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The quickening pace of COVID-19 vaccine delivery, and a question not answered

The Body Scientific

Three vaccines have passed Phase 3 tests — that last step before submitting the data to the FDA for an Emergency Use Authorization (EUA). These are the two vaccines made by Pfizer and by Moderna, both of which consist of an mRNA molecule wrapped in lipid. When injected into muscles the vaccines produce large amounts of Spike protein that provoke the immune system. Both vaccines provide resistance to natural infection with SARS-Cov-2. There are two caveats: only a few hundred people have been protected so far and second, we are relying on a press release, rather than data. Data will come at FDA meetings in December.  

A third vaccine made by Oxford and AstraZeneca, in which the Spike gene is inserted into a crippled adenovirus that normally infects chimpanzees, also works. When injected into humans, Spike protein provokes the immune system to make antibodies and T-cells that provide immunity to SARS-CoV-2 infection. It is not necessary to freeze this vaccine, and plants in India, the UK and the United states are pouring it out in the expectation of a coming EUA.  

A fourth vaccine by Novavax in Maryland is made from Spike protein in insect cells. The Novavax people purify the Spike protein, attach it to a synthetic particle about the size of a virus, and use it as a vaccine. It does not depend on expression of the Spike gene in humans.  The bet on the immunogenicity of the Spike protein seems to be paying off.

These and a number of other clever vaccines produced by the tools of molecular biology should deliver a large amount of vaccine, starting in December and increasing in January, February and beyond.  

And yet, there are mysteries about Covid-19. One that seems productive to think about is why are there such a wide range of symptoms? There are asymptomatic spreaders, there are people with mild disease, there are severely sick people who need oxygen and ventilators, and finally there are people who have had the disease and who recover, but with lingering and exhausting symptoms, the so-called long-haulers. 

Let’s follow the course of an infection and suppose that a person with no underlying conditions just wants to have a drink with friends and goes to a bar where a carrier (not apparently sick) breathes out some droplets of coronavirus, each of which contains thousands of copies of the SARS-Cov-2 virus. Or perhaps a smaller particle is circulating in an aerosol, which can keep the virus in the air for hours.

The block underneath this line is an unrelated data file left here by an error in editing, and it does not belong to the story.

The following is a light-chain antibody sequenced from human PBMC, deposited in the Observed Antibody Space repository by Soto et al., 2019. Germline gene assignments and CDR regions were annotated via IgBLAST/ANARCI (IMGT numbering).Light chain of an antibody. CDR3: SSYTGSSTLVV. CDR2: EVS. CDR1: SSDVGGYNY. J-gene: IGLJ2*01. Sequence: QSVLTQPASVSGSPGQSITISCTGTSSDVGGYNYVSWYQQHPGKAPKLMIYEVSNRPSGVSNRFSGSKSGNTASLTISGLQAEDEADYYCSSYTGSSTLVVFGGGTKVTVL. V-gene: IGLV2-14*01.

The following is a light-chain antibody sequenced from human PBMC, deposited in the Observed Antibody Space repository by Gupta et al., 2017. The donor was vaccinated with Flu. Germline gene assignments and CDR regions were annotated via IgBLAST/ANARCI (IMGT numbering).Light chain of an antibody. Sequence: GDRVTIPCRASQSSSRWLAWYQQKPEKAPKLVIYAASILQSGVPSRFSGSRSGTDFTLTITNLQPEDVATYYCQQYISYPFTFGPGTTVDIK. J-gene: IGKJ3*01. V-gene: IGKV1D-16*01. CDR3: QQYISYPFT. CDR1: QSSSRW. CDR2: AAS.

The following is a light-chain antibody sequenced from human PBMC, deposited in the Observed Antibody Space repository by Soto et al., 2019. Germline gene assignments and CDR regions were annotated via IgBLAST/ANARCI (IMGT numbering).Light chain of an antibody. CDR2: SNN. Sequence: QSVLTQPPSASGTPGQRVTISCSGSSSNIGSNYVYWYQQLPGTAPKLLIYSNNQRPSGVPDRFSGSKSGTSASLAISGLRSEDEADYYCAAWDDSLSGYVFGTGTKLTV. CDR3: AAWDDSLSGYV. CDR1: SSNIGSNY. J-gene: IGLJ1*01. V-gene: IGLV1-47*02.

Our victim inhales and a bolus of virus escapes from its lipid raft onto the mucous membrane cells in the nose, throat, or lung.  The virus binds to a protein called ACE2, that has a role in controlling blood pressure, but in our case is a convenient landing site for the Spike protein on the outside of the virus.  The virus is pulled into the cell, unwraps, and starts to copy itself.  This sounds ominous and it may turn out that way, but in other cells lining the lung or throat, the alarms of the innate immune system are clanging.  

The innate immune system responds immediately to threats. It does not recognize them specifically as the adaptive parts of the immune system do (T cells and B cells), but it is always on duty and does not require 2 weeks to ramp up. Its receptors (detectors) face out of our cells and sample the environment for viruses, bacteria, fungi or worms, which it can distinguish and signal what is coming to the adaptive immune system (B and T cells). The innate immune system’s police force includes Natural Killers cells, which recognize virus infected host cells and destroy them by blasting holes in the cells’ membranes.  

When the innate immune system recognizes an RNA virus, it activates many genes that produce cytokines, interferon and other proteins that limit viral damage to the host’s cells.  If there is too much induction, the lung’s blood vessels leak and the lung can fill with fluid, as in the case of a cytokine storm. If the innate immune system is functioning, it tends to control early SARS-CoV-2 and other infections. We might infer that the DNA of very sick Covid-19 patients contains mutations in important proteins of the innate immune system and that seems to be the case, at least for some patients. 

The dance between host and virus is complex. Viruses have genes that they can activate as weapons to turn off the host’s immune response. All this feint and jab is circumvented if the human victim has antibodies to the virus, as we hope to have soon. That does not make the innate immune response uninteresting. There may be some systematic way to turn other new viral infections into a milder form of any disease, perhaps by prodding the innate immune system. Covid-19 is not going to be our last pandemic.  

Richard Kessin is Emeritus Professor of Pathology and Cell Biology at Columbia University’s Irving Medical Center. 

He lives in Norfolk. Email him at Richard.Kessin@gmail.com. He will give a course on Covid-19 at The Taconic Learning Center in January.

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